Rogue One A Star Wars Story - This Movie Stands Alone. Oh, And Totally Rocks
Dir: Gareth Edwards
Starring Felicity Jones, Diego Luna, Forest Whitaker, Riz Ahmed, Donnie Yen, Darth Vader, Ben Mendelsohn, Mad Mikkelson, Wen Jiang, Alan Tudyk, Jimmy Smits, "Peter Cushing," others we shouldn't mention
So the big, and most basic, question is - is Rogue One any good? Yes, it is.
The next question in terms of this first Star Wars standalone movie, is what actually is it?
We know from last year not to expect the 20th Century Fox fanfare – but no opening crawl? No Episode number? And, more significantly, no initial stab of that John Williams music? Is this the same galaxy? Are we still far, far away?
And the answer is both yes, and no. And those are both good answers.
On one level calling this a “standalone” movie is a little bit of a misnomer on Gareth Edwards and Kathy Kennedy’s parts. It is basically the opening crawl of Star Wars (you can call it “A New Hope” if you like – we just call it “Star Wars”) brought to life. You know, the bit about the rebels stealing the plans for the Death Star? The ones that Princess Leia hid in R2? That’s the plot basically.
And it is personified by the always reliable Felicity Jones as Jyn Erso who collects her ragtag band of erstwhile Dirty Dozen/Seven Samurai-come mercenaries to essentially fulfil the destiny George Lucas laid out in his introduction to these worlds nearly 40 years ago.
So the question becomes not so much what is this, as how does it pull this off? And in the hands of director Gareth Edwards, we have to report – rather well. For a series that has had the word “Wars” in the title of its last seven outings, this is the first one that really comes close to resembling a war movie, with Edwards often embedding himself amongst his own rebels and taking things handheld. It’s a visceral element we’ve not seen in the previously formally shot Star Wars series. And it works, refreshes, reinvigorates and takes its place in a universe that we thought we already knew. But – and this is crucial –still remains part of that universe.
Maybe it’s the weathered look of the X wings, maybe it’s the reincarnation of Darth Vader and Peter Cushing both (the latter a remarkable feat of FX.) Or maybe it’s the fact that this series – more than any other in cinema history – engenders such good will. But the truth remains, good work will engender good will in return. And, despite, all the nonsense talk of reshoots (standard on any movie on this scale these days) this is good work.
We have (despite the occasional welcome cameo) a whole new roster of characters here. The fact that none of them appear in the rest of the saga does not bode well for people still standing by the end - this is after all a war movie and casualties are likely. The power of the movie is shown in how much we actually care about those that fall, despite only having known them for a couple of hours. Which is clearly a reflection of a strong cast, all of whom get their moments to impress, none more so than Alan Tudyk’s K-2SO, a welcome addition to the droid world, more sarcastic than most and the movie’s main supplier of laughs, and Donnie Yen who simply rules as the Force-sensitive blind Chirrut Imwe.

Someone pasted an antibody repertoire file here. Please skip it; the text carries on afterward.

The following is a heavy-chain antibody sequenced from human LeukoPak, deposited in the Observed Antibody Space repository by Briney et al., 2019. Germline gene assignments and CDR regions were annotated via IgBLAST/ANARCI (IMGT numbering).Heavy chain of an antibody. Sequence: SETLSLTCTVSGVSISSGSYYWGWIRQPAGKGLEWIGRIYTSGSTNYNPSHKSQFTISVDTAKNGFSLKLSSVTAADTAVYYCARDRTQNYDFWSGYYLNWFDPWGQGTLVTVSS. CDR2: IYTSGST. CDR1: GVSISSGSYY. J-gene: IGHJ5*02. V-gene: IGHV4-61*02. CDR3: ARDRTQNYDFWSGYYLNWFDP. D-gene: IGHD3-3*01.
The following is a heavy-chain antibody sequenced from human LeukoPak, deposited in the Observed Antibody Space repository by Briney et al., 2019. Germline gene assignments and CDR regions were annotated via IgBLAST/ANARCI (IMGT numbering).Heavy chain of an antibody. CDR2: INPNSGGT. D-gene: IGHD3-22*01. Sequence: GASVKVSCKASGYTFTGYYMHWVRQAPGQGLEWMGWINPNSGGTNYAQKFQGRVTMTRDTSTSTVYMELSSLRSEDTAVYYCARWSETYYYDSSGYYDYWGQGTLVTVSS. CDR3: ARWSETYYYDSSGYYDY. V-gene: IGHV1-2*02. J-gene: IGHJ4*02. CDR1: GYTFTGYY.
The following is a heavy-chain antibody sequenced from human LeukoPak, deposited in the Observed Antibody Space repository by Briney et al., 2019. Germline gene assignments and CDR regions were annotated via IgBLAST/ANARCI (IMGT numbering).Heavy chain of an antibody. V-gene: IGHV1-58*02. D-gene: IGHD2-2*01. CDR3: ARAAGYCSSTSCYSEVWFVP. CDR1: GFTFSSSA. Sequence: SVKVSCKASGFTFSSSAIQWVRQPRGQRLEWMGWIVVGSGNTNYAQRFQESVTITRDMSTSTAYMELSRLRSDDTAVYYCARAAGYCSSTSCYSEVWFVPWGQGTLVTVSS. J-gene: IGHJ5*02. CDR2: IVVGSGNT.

Rogue One had a big mountain to climb in establishing Star Wars outside of the Skywalker story, but it scales that summit with ease and even a degree of grace. Knowing references abound, from characters to echoed lines of dialogue, but never in a cloying manner. And whilst Darth Vader initially makes less impact than expected, he truly comes into his own as the film hurtles towards its brilliant, if expected, climax. At which point the titles kick in accompanied full throttle by the brilliant John Williams theme we’ve been waiting 130 minutes for. (Full marks by the way to Michael Giacchino who took on the daunting task of scoring a Star Wars movie without being able to rely on Williams’ tunes – although certain themes are wisely incorporated and refined as the film goes along.)
Rogue One at its finest manages to both be both new and old, sometimes in equal measure. Put it this way – as Star Wars prequels go, this is better than all three of the ones George Lucas made. Put together. Now, if only we knew what happened next..?
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